Between volunteering for Obama and my children’s sports schedules the last week, I haven’t been able to blog-as-it-happens—and a lot has been happening here. It’s been the most exhilarating political experience I can remember. First some observations about the outcome here in Indiana and then some stories about specific events. And yes, we got to meet him–again–this time, in person.
By now you know that Clinton took Indiana by the barest of margins. In my book, it’s as good as a 5-point win for Obama. Every single elected Dem pol was lined up behind her, from Evan Bayh on down. The unions were afraid to say anything publicly in support of Obama for fear of pissing off Bayh. The mayors in the Calumet region—Lake and LaPorte Counties in NW Indiana—GAVE THEIR EMPLOYEES THE DAY OFF YESTERDAY—talk about your not so subliminal signals. I didn’t hear anyone complaining about an improper use of tax dollars about that (but then maybe the Republicans haven’t heard about it yet). And still Obama won Lake County so handily he came damn close to winning the entire state.
It comes down to this: Hillary is essentially the Republican in this race. She reliably wins the white racist, rural, and elderly votes (sometimes these categories overlap). She won all the rural counties, but some of them were a lot closer than it appears. Montgomery County, home of Wabash College, was green (Obama) most of the night but she ended up winning there by only 100 votes. My county, Tippecanoe (home of Purdue University), went for Obama by 18 points. He also won the counties where the cities of Indianapolis, Bloomington, Ft. Wayne, Elkhart, and South Bend are located, in addition to Gary. I had hoped he’d win Evansville, too, since he spent so much time there, but no. Obama took the urban areas, youth vote; the young professionals; the educated; the high-income people, and, of course, the Af-Am vote (1 in 7 Indiana voters). It bodes well for the fall; it bodes well for our keeping our D-majority congressional delegation (and maybe even picking up a seat). Turnout was stratospheric. Over 1,000,000 people voted in the D primary. In my county, turnout was triple that of 2004. 200,000 new D voters registered this year. We are going to keep them involved and voting Democratic as long as the process doesn’t screw him out of the nomination. As Porter Shreve wrote in the NYT on May 1, occasionally Indiana faces forward. This was one of those moments. We may still turn red in the fall, but it will be a lot closer than comfortable for the RNC.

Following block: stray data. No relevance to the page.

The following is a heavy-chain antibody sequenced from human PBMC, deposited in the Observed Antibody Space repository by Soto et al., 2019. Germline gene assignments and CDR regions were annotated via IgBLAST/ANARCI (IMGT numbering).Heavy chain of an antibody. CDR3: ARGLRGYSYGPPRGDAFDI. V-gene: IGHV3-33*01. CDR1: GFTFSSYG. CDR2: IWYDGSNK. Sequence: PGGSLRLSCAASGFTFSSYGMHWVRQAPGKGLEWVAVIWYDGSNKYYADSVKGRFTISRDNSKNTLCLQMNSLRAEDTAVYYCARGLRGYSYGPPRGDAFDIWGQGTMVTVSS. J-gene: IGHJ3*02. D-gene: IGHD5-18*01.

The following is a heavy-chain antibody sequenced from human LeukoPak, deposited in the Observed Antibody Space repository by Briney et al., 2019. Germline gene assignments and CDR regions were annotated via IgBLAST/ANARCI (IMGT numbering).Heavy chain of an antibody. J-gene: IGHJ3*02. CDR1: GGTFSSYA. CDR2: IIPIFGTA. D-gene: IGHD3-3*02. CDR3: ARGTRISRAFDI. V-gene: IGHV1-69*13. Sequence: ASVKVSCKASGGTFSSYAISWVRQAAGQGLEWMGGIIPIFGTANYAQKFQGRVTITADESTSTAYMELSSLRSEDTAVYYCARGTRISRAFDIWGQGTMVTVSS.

And now some stories from the campaign front:
1. Phone-banking last week, I talked to three undecided women voters, one of whom was a single mother. All 3 of them decided to vote for Obama when we were done. (I hope they did.) The issues were the war, the economy, and America’s role in the world. Not one mentioned the Rev. Wright.
2. Friday, I went canvassing in a neighborhood in West Lafayette. Lots of people weren’t home. I wrote notes on every piece of lit I left at a “not at home,” included my phone number, and signed my name. On Sunday, I got a phone call from one lady who had been undecided but had now determined to vote for our guy.
3. Saturday, I spent the day in Indy, at Joseph’s travel soccer game. But because I canvassed Friday, we were eligible to go to the Obama skating party that night in Lafayette, hosted by the campaign for 100 working class families. The event was billed as “quality family time” for the Obamas, whose daughters came along (they had just been at a picnic in Noblesville, right next to the fields where Joseph had played that afternoon; I didn’t know he was going to be there, but we dashed home quickly in order to make the skating party). If this is what passes for “quality family time” on the campaign trail, my heart breaks for the Obamas, because they moved in a continuous media scrum that never let up the entire time. Barack and Michelle spent an hour shaking hands, posing for pictures, and signing anything put in front of them. I must say that she hasn’t yet learned to sign her name quickly—his is a big “B” with a line and then a big “O” with another big line, while her signature is precise and eminently readable.
Alright, now for the moment you’ve been waiting for. After screaming frantically to the twins, who were out skating like normal children (as were Malia and Sasha), to come and join us, we waited for the Senator to make his way through the line to us. (Joseph never did come off the floor; he later admitted that he heard me but just didn’t bother to find out what I wanted. In the car going home, he was hysterical at missing the picture. Can anyone teach me how to photoshop him into the picture?) I introduced the kids and Keith to him. Helen had her line all ready: “Senator, if you need a babysitter on Election Night, I’m free,” she declared, all confident and happy, as if she talked to U.S. Senators and future presidents every day of the week. Margaret and Phillip were more shy; they shook his hand, and if they said anything, I don’t remember what it was.